Auto Union’s Bernd Rosemeyer also became an early ‘Ring Master’, taking Eifelrennen victories in 1936 and ’37, and the German Grand Prix in ’36. Rudolf Caracciola won the Grand Prix for Mercedes in 1937 and ’39, his stablemate Herman Lang won the Eifelrennen in 1939 as German automotive marques flourished in pre-war Europe.
The 1950s: Formula 1 writes its first chapter at the Nurburgring
In 1951, the second year of the newly established Formula 1 World Championship, the German Grand Prix became part of the calendar for the first time.
Having won at the Nürburgring in a Formula 2 car the previous year, Italian Ferrari driver Alberto Ascari became the first winner of a world championship round at the ‘Ring, adding another victory in ’52. In 1954, Juan Manuel Fangio won with Mercedes and repeated this success in 1956 and 1957 with Ferrari and Maserati respectively – the latter passing into motorsport folklore by virtue of the Argentine’s terrific fight back into the lead after a tardy tyre-stop. In ’58 and ’59, British driver Tony Brooks scored back-to-back wins for Vanwall and Ferrari.
A long-distance love affair
Alongside its F1 races, the Nürburgring also hosted endurance race events. The inaugural 1000km race was held in 1953, with Alberto Ascari and Giuseppe Farina the winners for the Ferrari works team.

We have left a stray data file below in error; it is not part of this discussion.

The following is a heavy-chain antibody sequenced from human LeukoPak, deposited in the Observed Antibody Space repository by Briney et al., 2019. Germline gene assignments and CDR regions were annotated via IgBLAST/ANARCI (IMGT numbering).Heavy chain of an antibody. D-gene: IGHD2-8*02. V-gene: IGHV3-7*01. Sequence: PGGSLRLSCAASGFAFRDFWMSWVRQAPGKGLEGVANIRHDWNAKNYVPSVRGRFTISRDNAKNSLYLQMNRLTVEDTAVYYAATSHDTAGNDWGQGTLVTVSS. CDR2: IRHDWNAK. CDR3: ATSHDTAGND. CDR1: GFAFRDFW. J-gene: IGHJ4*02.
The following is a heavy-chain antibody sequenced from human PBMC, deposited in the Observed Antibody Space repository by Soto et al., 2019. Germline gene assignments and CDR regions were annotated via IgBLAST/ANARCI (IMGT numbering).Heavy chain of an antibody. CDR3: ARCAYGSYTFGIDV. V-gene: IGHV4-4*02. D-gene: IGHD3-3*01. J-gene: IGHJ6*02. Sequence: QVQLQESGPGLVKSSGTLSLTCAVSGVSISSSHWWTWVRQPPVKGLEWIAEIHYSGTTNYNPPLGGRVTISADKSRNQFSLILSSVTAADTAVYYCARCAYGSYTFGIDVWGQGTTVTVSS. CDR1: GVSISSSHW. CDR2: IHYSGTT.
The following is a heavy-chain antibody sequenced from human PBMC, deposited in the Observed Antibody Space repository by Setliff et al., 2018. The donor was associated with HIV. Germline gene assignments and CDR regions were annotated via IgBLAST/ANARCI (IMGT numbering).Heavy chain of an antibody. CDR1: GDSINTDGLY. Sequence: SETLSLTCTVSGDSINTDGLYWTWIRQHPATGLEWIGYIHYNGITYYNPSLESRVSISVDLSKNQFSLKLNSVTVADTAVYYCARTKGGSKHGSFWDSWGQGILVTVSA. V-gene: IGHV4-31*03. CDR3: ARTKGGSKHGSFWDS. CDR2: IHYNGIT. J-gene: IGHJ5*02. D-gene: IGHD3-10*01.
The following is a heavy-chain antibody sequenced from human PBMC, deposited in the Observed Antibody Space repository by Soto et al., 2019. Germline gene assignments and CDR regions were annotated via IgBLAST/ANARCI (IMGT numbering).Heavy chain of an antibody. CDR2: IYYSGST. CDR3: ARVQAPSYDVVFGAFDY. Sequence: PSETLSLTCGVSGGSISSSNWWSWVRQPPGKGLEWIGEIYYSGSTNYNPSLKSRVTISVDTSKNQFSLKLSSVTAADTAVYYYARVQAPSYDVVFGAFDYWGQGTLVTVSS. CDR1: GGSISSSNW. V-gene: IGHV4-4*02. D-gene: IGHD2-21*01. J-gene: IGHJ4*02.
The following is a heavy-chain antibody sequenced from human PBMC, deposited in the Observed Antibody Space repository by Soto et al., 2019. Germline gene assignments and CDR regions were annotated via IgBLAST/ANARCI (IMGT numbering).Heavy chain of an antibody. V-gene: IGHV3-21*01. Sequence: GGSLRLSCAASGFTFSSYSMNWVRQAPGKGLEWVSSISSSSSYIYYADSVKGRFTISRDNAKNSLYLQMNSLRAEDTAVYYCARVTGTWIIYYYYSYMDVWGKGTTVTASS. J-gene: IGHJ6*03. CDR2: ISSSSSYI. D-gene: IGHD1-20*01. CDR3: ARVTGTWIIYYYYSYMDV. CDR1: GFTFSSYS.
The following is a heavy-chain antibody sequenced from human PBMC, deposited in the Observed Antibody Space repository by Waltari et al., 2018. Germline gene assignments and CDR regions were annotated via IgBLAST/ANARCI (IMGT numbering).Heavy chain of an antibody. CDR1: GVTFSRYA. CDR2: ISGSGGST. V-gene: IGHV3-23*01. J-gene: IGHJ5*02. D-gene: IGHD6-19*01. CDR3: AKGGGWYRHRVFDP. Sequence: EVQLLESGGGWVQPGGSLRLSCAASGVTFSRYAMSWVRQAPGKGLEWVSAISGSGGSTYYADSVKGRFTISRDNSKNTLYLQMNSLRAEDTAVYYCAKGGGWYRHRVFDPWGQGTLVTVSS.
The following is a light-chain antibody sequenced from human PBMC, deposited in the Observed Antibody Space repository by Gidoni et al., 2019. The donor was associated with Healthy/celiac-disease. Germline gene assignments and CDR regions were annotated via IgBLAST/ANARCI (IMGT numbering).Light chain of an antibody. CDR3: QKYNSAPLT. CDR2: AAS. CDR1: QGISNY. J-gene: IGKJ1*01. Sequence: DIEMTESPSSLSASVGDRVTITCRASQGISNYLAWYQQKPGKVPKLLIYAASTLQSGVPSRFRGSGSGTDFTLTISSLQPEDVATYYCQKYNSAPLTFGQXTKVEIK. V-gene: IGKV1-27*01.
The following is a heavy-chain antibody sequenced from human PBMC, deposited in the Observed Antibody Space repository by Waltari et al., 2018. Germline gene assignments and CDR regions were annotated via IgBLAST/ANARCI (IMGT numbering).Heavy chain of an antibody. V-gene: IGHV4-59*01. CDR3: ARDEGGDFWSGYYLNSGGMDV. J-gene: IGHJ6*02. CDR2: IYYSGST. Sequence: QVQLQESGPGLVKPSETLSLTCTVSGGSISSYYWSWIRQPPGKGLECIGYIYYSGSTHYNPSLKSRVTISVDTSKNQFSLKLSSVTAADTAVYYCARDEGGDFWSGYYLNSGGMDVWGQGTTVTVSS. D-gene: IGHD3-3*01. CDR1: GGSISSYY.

Ferrari scored several more wins through the 1960s and early ’70s; but in ’67, Porsche began to flex its sports car muscle, winning consistently until as recently as 2017, when the World Endurance Championship visited the ‘New’ Nurburgring, the grand prix circuit built in the early 1980s, and Porsche’s 919 hybrid took three consecutive wins between 2015 and ’17.
Other winning Porsche models included the 908, the 910 and the 935. Interestingly, the legendary 917 never won at the ‘Ring, as the more compact 908/03 proved to be better suited to the twisty Eifel circuit.
The legendary 956 was successful in the halcyon Group C days of the early 1980s, with Stefan Bellof’s time of 6m11.13s in qualifying for the 1983 race further embellishing the German driver’s reputation for sheer speed and outright bravura.
Sauber, Mercedes and Jaguar all enjoyed success in the second half of the 1980s, until sports car racing took a lengthy hiatus from the ‘Ring, finally resuming in 2000.